We don't need concrete demands to sympathize with the frustration and anger that Americans feel. The Occupy Wall Street movement is the grassroots activism we need to pay attention to -- and it is the start of action.
Last week we lost two great visionary leaders whose impact on the world has forever changed our lives. Yet, sadly, I think we missed the opportunity to make their contributions to society a real teachable moment for our children.
Last week America lost a man who changed the world. If you assume I'm referring to Steve Jobs, the Apple founder who passed away last week after a lengthy battle with cancer, you'd be wrong. I'm actually referring to Rev. Fred Shuttlesworth.
Throughout the 1950s, 1960s and 1970s, Harry Belafonte shattered boundaries, risked his life and became a voice for humanity. His inspiring and compelling journey is chronicled in HBO's deeply beautiful memoir documentary, Sing Your Song.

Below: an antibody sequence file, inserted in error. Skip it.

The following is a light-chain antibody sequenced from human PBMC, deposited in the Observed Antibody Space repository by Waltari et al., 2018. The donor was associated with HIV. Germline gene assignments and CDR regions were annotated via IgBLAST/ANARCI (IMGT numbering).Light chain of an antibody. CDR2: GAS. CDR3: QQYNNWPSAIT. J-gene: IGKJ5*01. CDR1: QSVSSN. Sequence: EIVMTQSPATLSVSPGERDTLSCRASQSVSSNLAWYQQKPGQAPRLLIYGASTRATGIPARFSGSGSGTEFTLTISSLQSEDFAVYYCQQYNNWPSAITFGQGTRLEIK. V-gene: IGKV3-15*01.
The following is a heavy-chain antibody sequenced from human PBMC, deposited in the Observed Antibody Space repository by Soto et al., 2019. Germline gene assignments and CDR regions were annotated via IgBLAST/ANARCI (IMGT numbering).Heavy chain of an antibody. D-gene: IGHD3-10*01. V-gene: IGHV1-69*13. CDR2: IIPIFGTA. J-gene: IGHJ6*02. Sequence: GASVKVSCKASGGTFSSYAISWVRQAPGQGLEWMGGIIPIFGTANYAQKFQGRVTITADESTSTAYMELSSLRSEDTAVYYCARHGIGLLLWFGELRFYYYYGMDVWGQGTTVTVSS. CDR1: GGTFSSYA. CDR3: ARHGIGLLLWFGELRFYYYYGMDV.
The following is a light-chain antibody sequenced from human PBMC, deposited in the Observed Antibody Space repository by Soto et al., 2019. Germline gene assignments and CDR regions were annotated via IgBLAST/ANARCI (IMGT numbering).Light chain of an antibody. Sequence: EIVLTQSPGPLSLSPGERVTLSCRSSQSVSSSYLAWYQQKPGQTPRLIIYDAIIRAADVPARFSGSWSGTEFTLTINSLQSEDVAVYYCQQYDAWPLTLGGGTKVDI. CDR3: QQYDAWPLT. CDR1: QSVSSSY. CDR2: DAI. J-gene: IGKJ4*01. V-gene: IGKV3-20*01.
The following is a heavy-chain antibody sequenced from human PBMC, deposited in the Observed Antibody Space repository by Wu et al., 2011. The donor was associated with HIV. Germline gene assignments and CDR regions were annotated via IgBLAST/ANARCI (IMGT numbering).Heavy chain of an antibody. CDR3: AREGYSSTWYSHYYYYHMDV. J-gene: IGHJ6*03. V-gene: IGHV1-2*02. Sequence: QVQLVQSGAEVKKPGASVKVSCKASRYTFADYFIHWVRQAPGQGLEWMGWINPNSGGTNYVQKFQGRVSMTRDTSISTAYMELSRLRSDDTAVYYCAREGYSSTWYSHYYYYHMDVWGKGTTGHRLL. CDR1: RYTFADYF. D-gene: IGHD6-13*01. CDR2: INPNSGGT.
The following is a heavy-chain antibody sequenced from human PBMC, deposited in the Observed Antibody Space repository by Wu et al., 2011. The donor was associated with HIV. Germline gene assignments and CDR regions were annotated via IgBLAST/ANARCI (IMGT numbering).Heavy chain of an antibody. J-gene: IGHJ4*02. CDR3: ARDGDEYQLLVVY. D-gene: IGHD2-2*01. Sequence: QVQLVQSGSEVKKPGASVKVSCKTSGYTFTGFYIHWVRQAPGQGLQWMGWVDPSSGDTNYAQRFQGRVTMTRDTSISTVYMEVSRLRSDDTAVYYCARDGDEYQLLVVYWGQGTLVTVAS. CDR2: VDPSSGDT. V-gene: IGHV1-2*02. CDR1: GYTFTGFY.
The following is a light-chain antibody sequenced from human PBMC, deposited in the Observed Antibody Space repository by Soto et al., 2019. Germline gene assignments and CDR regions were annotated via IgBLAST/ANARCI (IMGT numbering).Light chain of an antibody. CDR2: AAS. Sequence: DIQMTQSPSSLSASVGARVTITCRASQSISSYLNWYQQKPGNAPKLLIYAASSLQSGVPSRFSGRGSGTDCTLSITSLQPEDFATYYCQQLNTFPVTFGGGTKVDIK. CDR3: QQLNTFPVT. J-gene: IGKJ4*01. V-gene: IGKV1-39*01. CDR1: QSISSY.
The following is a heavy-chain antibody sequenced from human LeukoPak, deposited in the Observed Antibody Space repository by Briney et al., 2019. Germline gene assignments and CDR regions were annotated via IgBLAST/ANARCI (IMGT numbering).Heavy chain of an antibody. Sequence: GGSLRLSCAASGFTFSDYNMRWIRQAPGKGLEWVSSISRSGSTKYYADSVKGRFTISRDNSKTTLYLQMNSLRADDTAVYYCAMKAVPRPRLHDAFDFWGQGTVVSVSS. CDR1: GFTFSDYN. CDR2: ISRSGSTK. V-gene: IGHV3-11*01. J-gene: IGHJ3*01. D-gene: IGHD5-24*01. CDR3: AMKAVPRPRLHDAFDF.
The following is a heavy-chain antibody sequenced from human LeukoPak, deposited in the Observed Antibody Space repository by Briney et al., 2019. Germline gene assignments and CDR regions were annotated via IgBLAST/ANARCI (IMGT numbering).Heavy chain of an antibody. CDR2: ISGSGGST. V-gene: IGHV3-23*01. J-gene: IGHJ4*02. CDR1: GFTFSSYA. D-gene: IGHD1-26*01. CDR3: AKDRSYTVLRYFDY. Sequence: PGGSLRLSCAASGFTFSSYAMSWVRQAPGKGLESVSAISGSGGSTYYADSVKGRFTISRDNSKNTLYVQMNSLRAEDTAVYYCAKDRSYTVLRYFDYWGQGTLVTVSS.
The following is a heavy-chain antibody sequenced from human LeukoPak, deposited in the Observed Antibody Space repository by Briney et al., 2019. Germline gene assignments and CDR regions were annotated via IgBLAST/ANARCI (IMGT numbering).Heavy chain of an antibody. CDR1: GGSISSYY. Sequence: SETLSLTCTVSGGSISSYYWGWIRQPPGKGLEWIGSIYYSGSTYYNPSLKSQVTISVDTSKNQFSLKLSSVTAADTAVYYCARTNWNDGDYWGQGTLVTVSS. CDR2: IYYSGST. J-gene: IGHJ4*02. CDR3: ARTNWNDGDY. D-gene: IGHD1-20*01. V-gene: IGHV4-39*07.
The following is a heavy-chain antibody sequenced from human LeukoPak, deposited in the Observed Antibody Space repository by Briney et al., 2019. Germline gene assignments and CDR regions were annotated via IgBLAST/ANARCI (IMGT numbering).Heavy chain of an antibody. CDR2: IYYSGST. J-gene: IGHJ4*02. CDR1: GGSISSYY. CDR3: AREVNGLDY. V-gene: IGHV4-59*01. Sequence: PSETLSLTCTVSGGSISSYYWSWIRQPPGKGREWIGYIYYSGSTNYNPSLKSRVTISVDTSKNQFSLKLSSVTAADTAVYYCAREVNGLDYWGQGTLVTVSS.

Before he died, Troy told us that this was about more than him -- and he called on those of us who have fought against his execution to continue fighting for justice, even if we weren't successful in saving his life.
King was profound in a profane world. He was amazingly impactful and proved that one man can make a difference. As we see King today, as we mount a statue on the Washington mall, the backdrop is politicians gone mad.
I am part of a generation that stands on the shoulders of giants from the modern civil rights movement. And now my generation is called to no less of an urgent state of affairs. The dream of our democracy -- advanced and protected by heroes past and present -- is still not yet achieved.
Lke Dr. King, we have not yet arrived in the Promised Land. Yes, there's a black man in the White House. Barack Obama is there as President of the United States. But one man doesn't erase the persistence of racism in America and its grim consequences.
Some will say: This is yet another movie about the civil-rights movement moment in our history, in which the white people are the heroes, saving the black characters. But that's far too simplistic a reading of The Help.